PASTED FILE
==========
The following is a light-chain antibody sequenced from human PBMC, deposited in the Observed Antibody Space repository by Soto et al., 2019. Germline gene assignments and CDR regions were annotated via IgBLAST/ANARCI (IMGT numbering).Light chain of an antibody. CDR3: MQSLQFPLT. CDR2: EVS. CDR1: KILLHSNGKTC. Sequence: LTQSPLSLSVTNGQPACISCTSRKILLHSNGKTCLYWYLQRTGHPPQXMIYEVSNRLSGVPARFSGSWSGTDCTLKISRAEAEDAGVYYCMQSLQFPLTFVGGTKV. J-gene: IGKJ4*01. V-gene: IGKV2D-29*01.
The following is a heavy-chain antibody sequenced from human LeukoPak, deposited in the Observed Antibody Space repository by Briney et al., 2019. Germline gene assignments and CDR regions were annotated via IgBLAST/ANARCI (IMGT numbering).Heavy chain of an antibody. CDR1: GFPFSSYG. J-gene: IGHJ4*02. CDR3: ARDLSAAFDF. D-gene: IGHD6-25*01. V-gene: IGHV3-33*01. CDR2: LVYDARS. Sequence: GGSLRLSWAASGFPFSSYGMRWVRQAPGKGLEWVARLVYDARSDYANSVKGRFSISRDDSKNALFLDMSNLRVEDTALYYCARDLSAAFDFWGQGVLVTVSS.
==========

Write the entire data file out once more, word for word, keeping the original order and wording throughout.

The following is a light-chain antibody sequenced from human PBMC, deposited in the Observed Antibody Space repository by Soto et al., 2019. Germline gene assignments and CDR regions were annotated via IgBLAST/ANARCI (IMGT numbering).Light chain of an antibody. CDR3: MQSLQFPLT. CDR2: EVS. CDR1: KILLHSNGKTC. Sequence: LTQSPLSLSVTNGQPACISCTSRKILLHSNGKTCLYWYLQRTGHPPQXMIYEVSNRLSGVPARFSGSWSGTDCTLKISRAEAEDAGVYYCMQSLQFPLTFVGGTKV. J-gene: IGKJ4*01. V-gene: IGKV2D-29*01.
The following is a heavy-chain antibody sequenced from human LeukoPak, deposited in the Observed Antibody Space repository by Briney et al., 2019. Germline gene assignments and CDR regions were annotated via IgBLAST/ANARCI (IMGT numbering).Heavy chain of an antibody. CDR1: GFPFSSYG. J-gene: IGHJ4*02. CDR3: ARDLSAAFDF. D-gene: IGHD6-25*01. V-gene: IGHV3-33*01. CDR2: LVYDARS. Sequence: GGSLRLSWAASGFPFSSYGMRWVRQAPGKGLEWVARLVYDARSDYANSVKGRFSISRDDSKNALFLDMSNLRVEDTALYYCARDLSAAFDFWGQGVLVTVSS.